Two sold out theatre performances of ‘Cathy’ – a modern version of the emotive ‘Cathy Come Home’ drama - were a stark reminder that the problem of homelessness has not gone away since the original Ken Loach film was first screened 50 years ago on the BBC in November 1966.
Hightown Housing Association hosted the performances, produced by the acclaimed Cardboard Citizens theatre group at the Abbey Theatre in St Albans, as part of a campaign to highlight the continuing plight of homeless people in today’s society. The shows played to packed audiences, including residents from Hightown’s three homelessness services in St Albans.
After the performance, a member of the audience said: “It was extremely well done, with brilliant acting and also very thought-provoking. I defy anyone not to be changed after they have seen it. I now feel much less NIMBY about all the development of housing in this area which is needed.”
Hightown also organised a matinee performance for pupils from Samuel Ryder Academy and Townsend Church of England School in St Albans. Nikki Ward, Head of Drama at Samuel Ryder Academy, said: “The play was amazing and the pupils got so much out of it. Some of them even got the chance to join the actors on stage during the Forum Theatre part of the show. They were invited to try and change the outcome to a more positive one for the characters and the actors all commented on their talent and confidence.”
The drama was performed at the Abbey Theatre on 7th and 8th November as part of a nationwide tour by the Cardboard Citizens, which has been performing with and for homeless people for 25 years to try to make a real difference to those living at the margins of our society.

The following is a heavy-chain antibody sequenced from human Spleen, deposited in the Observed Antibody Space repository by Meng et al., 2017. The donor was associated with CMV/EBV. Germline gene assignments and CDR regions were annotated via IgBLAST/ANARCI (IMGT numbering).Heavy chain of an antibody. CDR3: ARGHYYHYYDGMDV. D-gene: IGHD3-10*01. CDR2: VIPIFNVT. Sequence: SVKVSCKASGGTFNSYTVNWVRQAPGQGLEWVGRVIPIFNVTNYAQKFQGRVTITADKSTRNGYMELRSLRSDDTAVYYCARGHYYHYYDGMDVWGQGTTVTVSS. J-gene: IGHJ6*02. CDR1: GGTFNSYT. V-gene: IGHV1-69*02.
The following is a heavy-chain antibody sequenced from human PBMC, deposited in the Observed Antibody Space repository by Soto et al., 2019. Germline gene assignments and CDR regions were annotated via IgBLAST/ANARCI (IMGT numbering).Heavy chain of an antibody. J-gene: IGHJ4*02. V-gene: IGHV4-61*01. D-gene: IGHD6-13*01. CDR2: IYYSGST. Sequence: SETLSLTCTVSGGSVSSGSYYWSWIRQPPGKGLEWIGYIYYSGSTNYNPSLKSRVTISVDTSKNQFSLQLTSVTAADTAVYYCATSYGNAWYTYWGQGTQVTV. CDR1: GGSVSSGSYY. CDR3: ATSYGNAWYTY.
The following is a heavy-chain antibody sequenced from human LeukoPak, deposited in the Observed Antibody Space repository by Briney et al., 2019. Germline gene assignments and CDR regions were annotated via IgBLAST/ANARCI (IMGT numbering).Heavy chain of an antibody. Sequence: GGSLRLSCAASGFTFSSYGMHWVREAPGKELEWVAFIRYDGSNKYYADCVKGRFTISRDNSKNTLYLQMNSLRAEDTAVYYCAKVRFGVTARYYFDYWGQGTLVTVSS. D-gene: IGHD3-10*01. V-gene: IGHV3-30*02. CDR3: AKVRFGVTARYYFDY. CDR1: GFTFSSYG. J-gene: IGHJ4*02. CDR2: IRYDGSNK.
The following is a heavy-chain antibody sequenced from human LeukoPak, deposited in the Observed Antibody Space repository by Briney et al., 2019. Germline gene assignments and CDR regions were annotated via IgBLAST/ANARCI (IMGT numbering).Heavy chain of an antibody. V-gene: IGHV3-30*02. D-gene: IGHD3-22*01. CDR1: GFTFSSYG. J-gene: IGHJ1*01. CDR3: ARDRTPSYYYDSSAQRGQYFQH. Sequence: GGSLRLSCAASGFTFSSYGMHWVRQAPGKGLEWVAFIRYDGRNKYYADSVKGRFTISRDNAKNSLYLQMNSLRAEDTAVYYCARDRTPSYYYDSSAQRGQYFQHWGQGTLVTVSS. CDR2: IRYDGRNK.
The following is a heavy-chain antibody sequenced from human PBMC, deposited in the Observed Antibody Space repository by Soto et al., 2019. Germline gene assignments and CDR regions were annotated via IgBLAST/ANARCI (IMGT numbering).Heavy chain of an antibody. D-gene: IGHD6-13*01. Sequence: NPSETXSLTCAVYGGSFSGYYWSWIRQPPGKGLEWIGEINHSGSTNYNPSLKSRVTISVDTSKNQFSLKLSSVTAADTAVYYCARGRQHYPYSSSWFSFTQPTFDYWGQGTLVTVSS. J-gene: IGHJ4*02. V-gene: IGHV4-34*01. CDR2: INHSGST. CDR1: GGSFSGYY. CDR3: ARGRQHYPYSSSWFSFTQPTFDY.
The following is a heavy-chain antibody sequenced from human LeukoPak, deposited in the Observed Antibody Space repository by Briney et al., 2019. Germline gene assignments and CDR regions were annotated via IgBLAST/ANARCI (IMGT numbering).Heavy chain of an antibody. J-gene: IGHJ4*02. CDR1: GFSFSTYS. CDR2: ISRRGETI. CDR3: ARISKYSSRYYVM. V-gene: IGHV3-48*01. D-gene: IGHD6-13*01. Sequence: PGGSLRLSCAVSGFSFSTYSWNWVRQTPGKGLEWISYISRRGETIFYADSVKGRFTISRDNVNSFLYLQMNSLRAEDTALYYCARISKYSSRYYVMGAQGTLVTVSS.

It’s one of a range of initiatives organised by the ‘Homes for Cathy’ group of housing associations, which was set up to draw attention to the continuing need to provide homes for homeless people since the first screening of ‘Cathy Come Home’ on 16th November 1966. The 23 housing associations in the Homes for Cathy group were set up by volunteers in direct response to the original 1960s drama.
David Bogle, Hightown Chief Executive and Homes for Cathy Spokesperson, introduced the shows to talk to the audience about the nationwide campaign and to raise awareness of homelessness.
He said: “Thank you to Cardboard Citizens for putting on such an incredibly moving performance and to the Abbey Theatre for hosting.
“Despite the work of housing associations over the past 50 years, the problem of homelessness has not gone away. There is simply not enough affordable housing around to meet housing needs. The number of people being made homeless is increasing nationally, with more than 100,000 children living in temporary accommodation last Christmas.”
Artistic Director and Founder of Cardboard Citizens (and director of ‘Cathy’) Adrian Jackson, said: “Cardboard Citizens is incredibly grateful to Hightown for its support in presenting ‘Cathy’ to packed audiences in St Albans.
“Ali Taylor’s exploration of the housing crisis is a timely and important piece of theatre, and Hightown helped ensure more than 150 people saw Cardboard Citizens work in its 25th anniversary year at two sold out performances at the Abbey Theatre.”